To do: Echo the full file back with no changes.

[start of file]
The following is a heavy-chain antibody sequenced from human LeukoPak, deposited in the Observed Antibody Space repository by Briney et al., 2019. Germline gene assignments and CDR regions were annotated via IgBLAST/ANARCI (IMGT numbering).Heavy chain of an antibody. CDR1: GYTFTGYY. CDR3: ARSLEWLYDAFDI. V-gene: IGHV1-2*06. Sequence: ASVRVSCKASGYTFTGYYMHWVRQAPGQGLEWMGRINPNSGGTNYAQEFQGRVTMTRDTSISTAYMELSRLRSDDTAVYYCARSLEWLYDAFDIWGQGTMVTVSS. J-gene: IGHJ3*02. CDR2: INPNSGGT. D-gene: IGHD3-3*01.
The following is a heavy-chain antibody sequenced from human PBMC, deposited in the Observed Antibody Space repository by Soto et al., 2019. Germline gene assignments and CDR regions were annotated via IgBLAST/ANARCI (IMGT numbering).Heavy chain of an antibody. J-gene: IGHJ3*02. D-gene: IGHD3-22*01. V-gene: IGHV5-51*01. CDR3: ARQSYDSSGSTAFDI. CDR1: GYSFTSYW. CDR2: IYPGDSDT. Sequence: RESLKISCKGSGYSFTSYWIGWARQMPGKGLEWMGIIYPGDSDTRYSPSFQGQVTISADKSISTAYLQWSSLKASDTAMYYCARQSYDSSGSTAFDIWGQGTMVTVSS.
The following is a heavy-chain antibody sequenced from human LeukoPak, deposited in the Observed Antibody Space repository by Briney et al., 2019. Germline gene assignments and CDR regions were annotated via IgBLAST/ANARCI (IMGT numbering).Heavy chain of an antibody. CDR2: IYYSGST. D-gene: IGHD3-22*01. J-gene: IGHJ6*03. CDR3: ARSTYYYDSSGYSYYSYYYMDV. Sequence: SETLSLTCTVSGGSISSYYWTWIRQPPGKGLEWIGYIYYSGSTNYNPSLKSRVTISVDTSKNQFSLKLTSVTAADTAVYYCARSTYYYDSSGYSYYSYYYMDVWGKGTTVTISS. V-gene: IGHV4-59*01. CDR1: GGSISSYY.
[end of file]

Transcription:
The following is a heavy-chain antibody sequenced from human LeukoPak, deposited in the Observed Antibody Space repository by Briney et al., 2019. Germline gene assignments and CDR regions were annotated via IgBLAST/ANARCI (IMGT numbering).Heavy chain of an antibody. CDR1: GYTFTGYY. CDR3: ARSLEWLYDAFDI. V-gene: IGHV1-2*06. Sequence: ASVRVSCKASGYTFTGYYMHWVRQAPGQGLEWMGRINPNSGGTNYAQEFQGRVTMTRDTSISTAYMELSRLRSDDTAVYYCARSLEWLYDAFDIWGQGTMVTVSS. J-gene: IGHJ3*02. CDR2: INPNSGGT. D-gene: IGHD3-3*01.
The following is a heavy-chain antibody sequenced from human PBMC, deposited in the Observed Antibody Space repository by Soto et al., 2019. Germline gene assignments and CDR regions were annotated via IgBLAST/ANARCI (IMGT numbering).Heavy chain of an antibody. J-gene: IGHJ3*02. D-gene: IGHD3-22*01. V-gene: IGHV5-51*01. CDR3: ARQSYDSSGSTAFDI. CDR1: GYSFTSYW. CDR2: IYPGDSDT. Sequence: RESLKISCKGSGYSFTSYWIGWARQMPGKGLEWMGIIYPGDSDTRYSPSFQGQVTISADKSISTAYLQWSSLKASDTAMYYCARQSYDSSGSTAFDIWGQGTMVTVSS.
The following is a heavy-chain antibody sequenced from human LeukoPak, deposited in the Observed Antibody Space repository by Briney et al., 2019. Germline gene assignments and CDR regions were annotated via IgBLAST/ANARCI (IMGT numbering).Heavy chain of an antibody. CDR2: IYYSGST. D-gene: IGHD3-22*01. J-gene: IGHJ6*03. CDR3: ARSTYYYDSSGYSYYSYYYMDV. Sequence: SETLSLTCTVSGGSISSYYWTWIRQPPGKGLEWIGYIYYSGSTNYNPSLKSRVTISVDTSKNQFSLKLTSVTAADTAVYYCARSTYYYDSSGYSYYSYYYMDVWGKGTTVTISS. V-gene: IGHV4-59*01. CDR1: GGSISSYY.